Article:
“It made us happy to be able to tell a story of people saved in a country where people tell us they never faced anti-Semitism, which is very rare to hear form Jews, even today,” she said. “The Dominicans we spoke to also felt that Sosúa was something special.”
In addition to viewing photographs, the visitors were able to see an original telephone switchboard from the Dominican Republic Settlement Association, a large wooden Chanukah menorah, a cheese mold from the Jewish dairy industry there and many other artifacts, Moradof said. Trade flourished in Sosúa, but most of the Jews emigrated following the war, leaving only a small Jewish community in the town today.
“I think students in particular were surprised about the community in the Dominican Republican — the fact that such a community existed at all,” Zypman said, noting that Jews in South American countries often blend so well into their respective communities that the local population doesn’t necessarily notice or care that they are Jewish. “So when people become aware that there are Jewish communities they are surprised.”
Zypman and Cwilich were happy with the results of the trip and hope that this event serves as a springboard for inter-community mixers in the future. Cwilich already oversees a student-run tutoring program, through which Yeshiva undergraduates tutor local high school students and in this way have become limitedly involved with their neighborhood community.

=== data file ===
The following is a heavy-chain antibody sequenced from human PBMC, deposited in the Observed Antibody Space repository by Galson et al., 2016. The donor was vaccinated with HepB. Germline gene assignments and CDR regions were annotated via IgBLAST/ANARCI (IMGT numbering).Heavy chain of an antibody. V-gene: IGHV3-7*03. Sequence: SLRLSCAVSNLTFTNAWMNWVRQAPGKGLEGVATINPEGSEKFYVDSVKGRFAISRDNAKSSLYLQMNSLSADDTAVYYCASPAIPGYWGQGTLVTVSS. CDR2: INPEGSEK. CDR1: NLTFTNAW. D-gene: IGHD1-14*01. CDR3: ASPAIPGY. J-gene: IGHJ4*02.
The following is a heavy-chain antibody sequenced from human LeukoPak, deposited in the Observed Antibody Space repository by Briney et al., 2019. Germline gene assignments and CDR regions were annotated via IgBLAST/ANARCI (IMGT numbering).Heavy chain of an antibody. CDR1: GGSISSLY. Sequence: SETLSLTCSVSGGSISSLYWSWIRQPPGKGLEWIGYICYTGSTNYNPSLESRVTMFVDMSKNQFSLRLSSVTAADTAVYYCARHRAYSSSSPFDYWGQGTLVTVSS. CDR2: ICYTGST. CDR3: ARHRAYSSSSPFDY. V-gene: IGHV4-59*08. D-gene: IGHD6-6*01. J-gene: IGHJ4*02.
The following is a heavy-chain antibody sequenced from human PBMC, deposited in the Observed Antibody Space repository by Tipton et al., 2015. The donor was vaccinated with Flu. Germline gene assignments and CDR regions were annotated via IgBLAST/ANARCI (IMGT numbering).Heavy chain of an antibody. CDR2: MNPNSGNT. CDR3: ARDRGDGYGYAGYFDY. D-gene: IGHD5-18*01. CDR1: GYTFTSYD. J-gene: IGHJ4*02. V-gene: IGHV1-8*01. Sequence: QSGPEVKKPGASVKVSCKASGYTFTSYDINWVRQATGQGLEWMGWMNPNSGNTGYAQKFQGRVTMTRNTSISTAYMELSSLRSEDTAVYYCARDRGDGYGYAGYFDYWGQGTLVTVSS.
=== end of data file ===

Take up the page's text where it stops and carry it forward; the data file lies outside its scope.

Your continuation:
“These are two communities that share the same neighborhood, the same physical space, and many times they don’t interact with each other as they should,” Cwilich said. “I would like to foster communication between them”
Overall, the Yeshiva participants found real benefit from the trip but felt there should have been more follow-up after the trip, to nourish the budding relationship between the two communities.
“In future events, I would hope to see some sort of follow-up discussion in which students from Yeshiva and the Dominican students can share their thoughts on the issues and try to connect with each other on certain points,” said Samuels, 22, now a Yeshiva alumnus and a medical student in Israel. “I think there’s a lot to learn from each other. For me, one of the things in Yeshiva that was somewhat missing was the lack of interaction with other cultures.”
“I don’t see them coming together on their own, but if some movement goes on to bring both of the cultures together, then it would happen,” Mejia added, explaining that a broader effort by YU and Alianza Dominicana would be more beneficial than one-on-one interactions.
But ultimately, both she and Samuels believe that a partnership between the two groups, both steeped in the immigrant experience, is feasible.
“The story in the exhibit set a great example for Yeshiva University and its relationship with the Dominican community and what it could be — what it should be — the possibility for avenues of dialogue, the possibility of the two distinct cultures benefiting from each other,” Samuels said.